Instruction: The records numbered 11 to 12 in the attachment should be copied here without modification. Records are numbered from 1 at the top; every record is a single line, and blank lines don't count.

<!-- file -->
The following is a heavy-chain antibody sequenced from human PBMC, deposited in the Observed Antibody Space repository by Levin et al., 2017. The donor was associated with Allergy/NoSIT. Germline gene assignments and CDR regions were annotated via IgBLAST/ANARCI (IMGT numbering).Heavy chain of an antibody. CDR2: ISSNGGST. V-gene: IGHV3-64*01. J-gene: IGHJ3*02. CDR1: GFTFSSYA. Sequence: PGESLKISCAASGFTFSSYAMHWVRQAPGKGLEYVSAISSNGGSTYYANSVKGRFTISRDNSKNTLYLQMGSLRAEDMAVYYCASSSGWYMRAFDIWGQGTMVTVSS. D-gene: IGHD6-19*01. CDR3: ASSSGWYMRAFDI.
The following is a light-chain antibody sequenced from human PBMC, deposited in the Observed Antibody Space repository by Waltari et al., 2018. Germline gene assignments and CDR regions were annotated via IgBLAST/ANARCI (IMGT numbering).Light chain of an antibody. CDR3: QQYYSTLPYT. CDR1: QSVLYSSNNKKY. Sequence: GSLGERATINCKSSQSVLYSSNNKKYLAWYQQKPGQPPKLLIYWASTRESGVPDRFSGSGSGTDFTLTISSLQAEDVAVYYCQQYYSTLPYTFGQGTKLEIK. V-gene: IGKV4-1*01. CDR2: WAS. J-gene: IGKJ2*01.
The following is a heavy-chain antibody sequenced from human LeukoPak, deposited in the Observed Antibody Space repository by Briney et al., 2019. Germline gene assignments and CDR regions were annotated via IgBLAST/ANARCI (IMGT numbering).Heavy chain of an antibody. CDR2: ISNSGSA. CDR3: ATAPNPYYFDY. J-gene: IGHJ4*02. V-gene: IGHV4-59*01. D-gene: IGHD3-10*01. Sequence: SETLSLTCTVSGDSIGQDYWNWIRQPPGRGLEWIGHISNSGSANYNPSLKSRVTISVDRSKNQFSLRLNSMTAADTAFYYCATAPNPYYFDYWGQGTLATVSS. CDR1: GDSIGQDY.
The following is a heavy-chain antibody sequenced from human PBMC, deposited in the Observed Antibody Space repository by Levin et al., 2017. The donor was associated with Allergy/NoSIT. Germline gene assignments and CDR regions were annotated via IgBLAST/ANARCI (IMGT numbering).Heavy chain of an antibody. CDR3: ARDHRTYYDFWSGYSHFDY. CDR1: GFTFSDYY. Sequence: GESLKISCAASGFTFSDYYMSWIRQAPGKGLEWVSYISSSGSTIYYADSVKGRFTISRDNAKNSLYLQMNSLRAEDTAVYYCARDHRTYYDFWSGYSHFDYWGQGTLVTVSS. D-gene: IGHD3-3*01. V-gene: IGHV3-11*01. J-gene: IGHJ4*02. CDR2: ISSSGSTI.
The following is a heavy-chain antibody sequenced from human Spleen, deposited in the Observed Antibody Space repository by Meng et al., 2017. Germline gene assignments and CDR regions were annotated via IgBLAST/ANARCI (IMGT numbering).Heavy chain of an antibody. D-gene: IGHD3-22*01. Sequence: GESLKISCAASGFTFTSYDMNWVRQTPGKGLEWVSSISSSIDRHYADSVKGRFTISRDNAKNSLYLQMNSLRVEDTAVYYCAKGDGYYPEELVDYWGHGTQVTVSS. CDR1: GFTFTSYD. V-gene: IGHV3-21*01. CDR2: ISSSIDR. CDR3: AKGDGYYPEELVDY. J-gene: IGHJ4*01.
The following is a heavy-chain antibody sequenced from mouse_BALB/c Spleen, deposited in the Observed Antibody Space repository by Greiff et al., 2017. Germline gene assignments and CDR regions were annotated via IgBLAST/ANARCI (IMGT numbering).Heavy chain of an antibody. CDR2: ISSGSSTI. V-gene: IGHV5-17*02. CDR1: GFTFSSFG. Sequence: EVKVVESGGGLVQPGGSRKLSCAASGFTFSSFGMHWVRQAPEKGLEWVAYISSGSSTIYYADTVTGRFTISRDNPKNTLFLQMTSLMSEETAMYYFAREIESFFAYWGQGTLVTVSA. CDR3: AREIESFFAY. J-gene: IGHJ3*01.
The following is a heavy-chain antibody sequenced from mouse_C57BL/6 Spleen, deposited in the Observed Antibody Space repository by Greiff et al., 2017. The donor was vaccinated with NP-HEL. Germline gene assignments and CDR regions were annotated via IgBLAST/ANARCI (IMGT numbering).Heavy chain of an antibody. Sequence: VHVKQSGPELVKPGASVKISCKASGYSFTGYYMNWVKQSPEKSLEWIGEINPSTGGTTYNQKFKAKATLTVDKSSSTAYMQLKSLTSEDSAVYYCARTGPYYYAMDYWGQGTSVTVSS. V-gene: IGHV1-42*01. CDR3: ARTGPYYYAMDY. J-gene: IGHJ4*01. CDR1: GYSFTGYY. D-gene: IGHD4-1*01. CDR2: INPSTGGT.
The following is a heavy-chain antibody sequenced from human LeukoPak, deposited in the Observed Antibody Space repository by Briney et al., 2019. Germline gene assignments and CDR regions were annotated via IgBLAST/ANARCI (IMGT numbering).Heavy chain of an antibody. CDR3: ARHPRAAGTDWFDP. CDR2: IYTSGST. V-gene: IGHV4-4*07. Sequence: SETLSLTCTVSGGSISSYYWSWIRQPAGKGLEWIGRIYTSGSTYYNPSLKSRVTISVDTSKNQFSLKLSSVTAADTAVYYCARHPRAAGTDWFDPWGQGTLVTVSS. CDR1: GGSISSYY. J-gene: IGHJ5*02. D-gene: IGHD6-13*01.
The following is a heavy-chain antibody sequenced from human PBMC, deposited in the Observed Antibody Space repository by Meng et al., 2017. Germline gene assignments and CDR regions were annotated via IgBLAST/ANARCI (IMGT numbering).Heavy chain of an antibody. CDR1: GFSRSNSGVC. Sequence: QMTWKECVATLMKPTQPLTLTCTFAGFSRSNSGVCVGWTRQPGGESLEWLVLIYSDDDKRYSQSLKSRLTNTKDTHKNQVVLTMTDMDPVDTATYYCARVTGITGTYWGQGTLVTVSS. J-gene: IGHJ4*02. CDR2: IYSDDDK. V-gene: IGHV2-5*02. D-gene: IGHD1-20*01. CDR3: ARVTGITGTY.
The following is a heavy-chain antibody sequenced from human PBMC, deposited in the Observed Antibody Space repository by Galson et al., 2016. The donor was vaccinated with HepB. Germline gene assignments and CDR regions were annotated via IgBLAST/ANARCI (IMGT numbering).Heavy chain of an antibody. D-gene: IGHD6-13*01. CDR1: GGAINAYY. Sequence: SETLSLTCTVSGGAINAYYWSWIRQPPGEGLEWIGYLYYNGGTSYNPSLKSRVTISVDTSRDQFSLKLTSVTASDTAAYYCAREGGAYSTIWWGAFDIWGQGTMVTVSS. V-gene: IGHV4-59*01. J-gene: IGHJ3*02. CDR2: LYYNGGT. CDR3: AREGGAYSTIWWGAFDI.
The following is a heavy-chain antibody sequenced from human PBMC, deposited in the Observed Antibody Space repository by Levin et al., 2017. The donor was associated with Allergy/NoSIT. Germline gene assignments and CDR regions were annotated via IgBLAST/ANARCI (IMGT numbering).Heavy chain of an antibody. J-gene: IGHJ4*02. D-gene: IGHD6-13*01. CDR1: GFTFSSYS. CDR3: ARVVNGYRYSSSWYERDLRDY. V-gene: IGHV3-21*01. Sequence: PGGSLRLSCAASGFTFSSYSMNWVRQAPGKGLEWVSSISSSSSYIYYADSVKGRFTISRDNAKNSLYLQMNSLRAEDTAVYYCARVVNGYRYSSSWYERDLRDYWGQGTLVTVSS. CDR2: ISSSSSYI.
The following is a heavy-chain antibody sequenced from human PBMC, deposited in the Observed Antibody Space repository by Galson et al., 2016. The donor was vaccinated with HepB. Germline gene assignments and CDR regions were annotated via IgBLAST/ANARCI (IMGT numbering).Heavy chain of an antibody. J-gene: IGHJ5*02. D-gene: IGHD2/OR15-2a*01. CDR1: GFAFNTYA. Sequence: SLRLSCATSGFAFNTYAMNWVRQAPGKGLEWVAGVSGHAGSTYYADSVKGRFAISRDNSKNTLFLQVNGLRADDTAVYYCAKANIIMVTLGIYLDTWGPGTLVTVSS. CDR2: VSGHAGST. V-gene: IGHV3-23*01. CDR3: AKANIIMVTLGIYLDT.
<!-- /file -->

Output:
The following is a heavy-chain antibody sequenced from human PBMC, deposited in the Observed Antibody Space repository by Levin et al., 2017. The donor was associated with Allergy/NoSIT. Germline gene assignments and CDR regions were annotated via IgBLAST/ANARCI (IMGT numbering).Heavy chain of an antibody. J-gene: IGHJ4*02. D-gene: IGHD6-13*01. CDR1: GFTFSSYS. CDR3: ARVVNGYRYSSSWYERDLRDY. V-gene: IGHV3-21*01. Sequence: PGGSLRLSCAASGFTFSSYSMNWVRQAPGKGLEWVSSISSSSSYIYYADSVKGRFTISRDNAKNSLYLQMNSLRAEDTAVYYCARVVNGYRYSSSWYERDLRDYWGQGTLVTVSS. CDR2: ISSSSSYI.
The following is a heavy-chain antibody sequenced from human PBMC, deposited in the Observed Antibody Space repository by Galson et al., 2016. The donor was vaccinated with HepB. Germline gene assignments and CDR regions were annotated via IgBLAST/ANARCI (IMGT numbering).Heavy chain of an antibody. J-gene: IGHJ5*02. D-gene: IGHD2/OR15-2a*01. CDR1: GFAFNTYA. Sequence: SLRLSCATSGFAFNTYAMNWVRQAPGKGLEWVAGVSGHAGSTYYADSVKGRFAISRDNSKNTLFLQVNGLRADDTAVYYCAKANIIMVTLGIYLDTWGPGTLVTVSS. CDR2: VSGHAGST. V-gene: IGHV3-23*01. CDR3: AKANIIMVTLGIYLDT.